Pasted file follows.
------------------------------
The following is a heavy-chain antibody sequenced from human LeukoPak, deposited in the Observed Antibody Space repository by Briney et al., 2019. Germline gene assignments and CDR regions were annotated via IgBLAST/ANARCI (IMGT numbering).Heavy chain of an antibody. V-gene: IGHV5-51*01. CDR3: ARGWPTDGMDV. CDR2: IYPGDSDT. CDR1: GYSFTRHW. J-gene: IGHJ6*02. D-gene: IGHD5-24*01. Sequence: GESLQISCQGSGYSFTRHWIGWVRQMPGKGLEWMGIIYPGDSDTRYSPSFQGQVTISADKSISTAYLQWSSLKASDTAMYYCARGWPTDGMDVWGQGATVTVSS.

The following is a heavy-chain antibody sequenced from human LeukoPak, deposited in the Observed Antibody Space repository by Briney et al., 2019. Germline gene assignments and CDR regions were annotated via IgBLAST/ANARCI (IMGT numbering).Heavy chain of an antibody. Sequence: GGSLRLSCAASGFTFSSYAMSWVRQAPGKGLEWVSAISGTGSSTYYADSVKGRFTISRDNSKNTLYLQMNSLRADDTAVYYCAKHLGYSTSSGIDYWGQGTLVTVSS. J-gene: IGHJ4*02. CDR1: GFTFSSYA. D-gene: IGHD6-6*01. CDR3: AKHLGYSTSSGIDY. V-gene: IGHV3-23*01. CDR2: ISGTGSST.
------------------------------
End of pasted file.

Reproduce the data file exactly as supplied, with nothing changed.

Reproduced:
The following is a heavy-chain antibody sequenced from human LeukoPak, deposited in the Observed Antibody Space repository by Briney et al., 2019. Germline gene assignments and CDR regions were annotated via IgBLAST/ANARCI (IMGT numbering).Heavy chain of an antibody. V-gene: IGHV5-51*01. CDR3: ARGWPTDGMDV. CDR2: IYPGDSDT. CDR1: GYSFTRHW. J-gene: IGHJ6*02. D-gene: IGHD5-24*01. Sequence: GESLQISCQGSGYSFTRHWIGWVRQMPGKGLEWMGIIYPGDSDTRYSPSFQGQVTISADKSISTAYLQWSSLKASDTAMYYCARGWPTDGMDVWGQGATVTVSS.

The following is a heavy-chain antibody sequenced from human LeukoPak, deposited in the Observed Antibody Space repository by Briney et al., 2019. Germline gene assignments and CDR regions were annotated via IgBLAST/ANARCI (IMGT numbering).Heavy chain of an antibody. Sequence: GGSLRLSCAASGFTFSSYAMSWVRQAPGKGLEWVSAISGTGSSTYYADSVKGRFTISRDNSKNTLYLQMNSLRADDTAVYYCAKHLGYSTSSGIDYWGQGTLVTVSS. J-gene: IGHJ4*02. CDR1: GFTFSSYA. D-gene: IGHD6-6*01. CDR3: AKHLGYSTSSGIDY. V-gene: IGHV3-23*01. CDR2: ISGTGSST.